Now, if you know ahead of time exactly how many elements you will have in your array, then you can dimension an array to have exactly that many items. For example, if you knew ahead of time that the user was going to enter 10 students, and you wanted to create an array to hold the names of all the students in the class, then you would do the following:

    var arrStudents = new Array(10);

 

The above statement would create an array that has 10 elements, where each element would contain some data. Now, if you wanted to put the names of the students into the respective elements of the array, then for the first student, you would need to reference the first element in the array and put the student’s name in that element. You would do the same for all the other students and their corresponding elements. It is very important that you remember that since arrays are 0-based (meaning that the first element has an index of 0), you need to reference the first item in the array by using an index of 0. Here is how you would fill that 10 element array with student names:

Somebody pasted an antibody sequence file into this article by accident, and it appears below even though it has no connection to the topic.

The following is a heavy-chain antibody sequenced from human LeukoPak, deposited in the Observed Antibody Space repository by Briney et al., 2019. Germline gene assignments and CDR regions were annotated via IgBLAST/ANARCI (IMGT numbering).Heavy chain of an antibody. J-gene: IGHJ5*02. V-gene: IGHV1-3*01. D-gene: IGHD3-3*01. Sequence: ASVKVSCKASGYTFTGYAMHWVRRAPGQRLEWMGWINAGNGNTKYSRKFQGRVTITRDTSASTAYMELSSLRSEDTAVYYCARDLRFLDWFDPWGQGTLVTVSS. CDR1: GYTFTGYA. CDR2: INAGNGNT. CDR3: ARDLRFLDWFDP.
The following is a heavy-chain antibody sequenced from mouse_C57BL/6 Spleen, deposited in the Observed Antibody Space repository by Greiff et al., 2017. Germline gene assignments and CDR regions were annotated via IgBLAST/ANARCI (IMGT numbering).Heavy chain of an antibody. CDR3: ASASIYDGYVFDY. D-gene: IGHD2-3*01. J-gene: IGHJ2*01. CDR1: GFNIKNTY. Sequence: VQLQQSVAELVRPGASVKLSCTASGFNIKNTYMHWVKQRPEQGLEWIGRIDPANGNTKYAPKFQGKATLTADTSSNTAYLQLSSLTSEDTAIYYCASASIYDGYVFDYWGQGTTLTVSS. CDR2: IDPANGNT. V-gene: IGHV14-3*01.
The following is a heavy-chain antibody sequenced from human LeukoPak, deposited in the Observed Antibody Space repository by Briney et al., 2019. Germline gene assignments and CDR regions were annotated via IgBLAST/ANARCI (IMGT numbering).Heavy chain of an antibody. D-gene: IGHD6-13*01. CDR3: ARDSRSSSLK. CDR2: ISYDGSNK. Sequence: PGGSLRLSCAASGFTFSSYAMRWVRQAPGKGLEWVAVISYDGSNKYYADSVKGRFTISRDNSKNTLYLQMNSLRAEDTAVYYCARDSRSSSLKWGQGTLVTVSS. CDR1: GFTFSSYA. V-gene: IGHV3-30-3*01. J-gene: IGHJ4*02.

arrStudents[0] = ‘Student A’;

    arrStudents[1] = ‘Student B’;

    arrStudents[2] = ‘Student C’;

    arrStudents[3] = ‘Student D’;

    arrStudents[4] = ‘Student E’;

    arrStudents[5] = ‘Student F’;

    arrStudents[6] = ‘Student G’;

    arrStudents[7] = ‘Student H’;

    arrStudents[8] = ‘Student I’;

    arrStudents[9] = ‘Student J’;

 

Notice how the tenth student has an index of 9, since the array begins at 0. A common mistake that people make in looking at an array like this is to say that it contains 9 elements, however, it really contains 10.

 

Also take notice at how we are referencing each individual element of the array. After the array name we enclose the element index in brackets, like this:

    arrStudents[0] = ‘Student A’;

That statement just stored the string Student A in the first element of the arrStudents array.

 

If you know ahead of time, the values that you want to store in each element, JavaScript has a cool feature, which will allow you to pass, as parameters, the data to store in each element, and then it will automatically create and populate the array for you. Here is an example of that: